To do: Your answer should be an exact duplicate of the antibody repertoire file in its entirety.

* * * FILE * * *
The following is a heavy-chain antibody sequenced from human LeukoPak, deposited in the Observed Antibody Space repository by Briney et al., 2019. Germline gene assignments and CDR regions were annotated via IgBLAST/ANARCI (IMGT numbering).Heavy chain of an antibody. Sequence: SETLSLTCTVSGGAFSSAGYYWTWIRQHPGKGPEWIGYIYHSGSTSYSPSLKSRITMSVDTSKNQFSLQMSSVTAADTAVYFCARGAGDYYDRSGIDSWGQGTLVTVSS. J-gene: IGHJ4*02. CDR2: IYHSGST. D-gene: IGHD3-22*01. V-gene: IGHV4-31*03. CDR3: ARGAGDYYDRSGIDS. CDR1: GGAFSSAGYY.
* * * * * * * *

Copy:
The following is a heavy-chain antibody sequenced from human LeukoPak, deposited in the Observed Antibody Space repository by Briney et al., 2019. Germline gene assignments and CDR regions were annotated via IgBLAST/ANARCI (IMGT numbering).Heavy chain of an antibody. Sequence: SETLSLTCTVSGGAFSSAGYYWTWIRQHPGKGPEWIGYIYHSGSTSYSPSLKSRITMSVDTSKNQFSLQMSSVTAADTAVYFCARGAGDYYDRSGIDSWGQGTLVTVSS. J-gene: IGHJ4*02. CDR2: IYHSGST. D-gene: IGHD3-22*01. V-gene: IGHV4-31*03. CDR3: ARGAGDYYDRSGIDS. CDR1: GGAFSSAGYY.